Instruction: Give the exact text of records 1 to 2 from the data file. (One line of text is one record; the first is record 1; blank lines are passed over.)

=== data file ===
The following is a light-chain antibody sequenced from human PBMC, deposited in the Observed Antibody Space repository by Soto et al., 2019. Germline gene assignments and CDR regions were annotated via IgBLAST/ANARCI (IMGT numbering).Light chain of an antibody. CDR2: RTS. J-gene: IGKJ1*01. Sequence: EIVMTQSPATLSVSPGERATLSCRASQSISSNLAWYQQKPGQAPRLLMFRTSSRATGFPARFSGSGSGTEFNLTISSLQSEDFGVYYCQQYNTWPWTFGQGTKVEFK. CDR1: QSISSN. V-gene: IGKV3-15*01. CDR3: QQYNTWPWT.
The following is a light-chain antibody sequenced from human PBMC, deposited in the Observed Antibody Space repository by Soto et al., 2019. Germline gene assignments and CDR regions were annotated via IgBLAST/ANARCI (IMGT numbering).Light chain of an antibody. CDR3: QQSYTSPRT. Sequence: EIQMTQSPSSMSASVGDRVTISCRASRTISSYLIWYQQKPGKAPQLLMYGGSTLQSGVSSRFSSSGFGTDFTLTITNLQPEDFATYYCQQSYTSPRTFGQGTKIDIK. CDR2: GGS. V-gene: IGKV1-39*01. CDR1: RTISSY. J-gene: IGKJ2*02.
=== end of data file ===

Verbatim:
The following is a light-chain antibody sequenced from human PBMC, deposited in the Observed Antibody Space repository by Soto et al., 2019. Germline gene assignments and CDR regions were annotated via IgBLAST/ANARCI (IMGT numbering).Light chain of an antibody. CDR2: RTS. J-gene: IGKJ1*01. Sequence: EIVMTQSPATLSVSPGERATLSCRASQSISSNLAWYQQKPGQAPRLLMFRTSSRATGFPARFSGSGSGTEFNLTISSLQSEDFGVYYCQQYNTWPWTFGQGTKVEFK. CDR1: QSISSN. V-gene: IGKV3-15*01. CDR3: QQYNTWPWT.
The following is a light-chain antibody sequenced from human PBMC, deposited in the Observed Antibody Space repository by Soto et al., 2019. Germline gene assignments and CDR regions were annotated via IgBLAST/ANARCI (IMGT numbering).Light chain of an antibody. CDR3: QQSYTSPRT. Sequence: EIQMTQSPSSMSASVGDRVTISCRASRTISSYLIWYQQKPGKAPQLLMYGGSTLQSGVSSRFSSSGFGTDFTLTITNLQPEDFATYYCQQSYTSPRTFGQGTKIDIK. CDR2: GGS. V-gene: IGKV1-39*01. CDR1: RTISSY. J-gene: IGKJ2*02.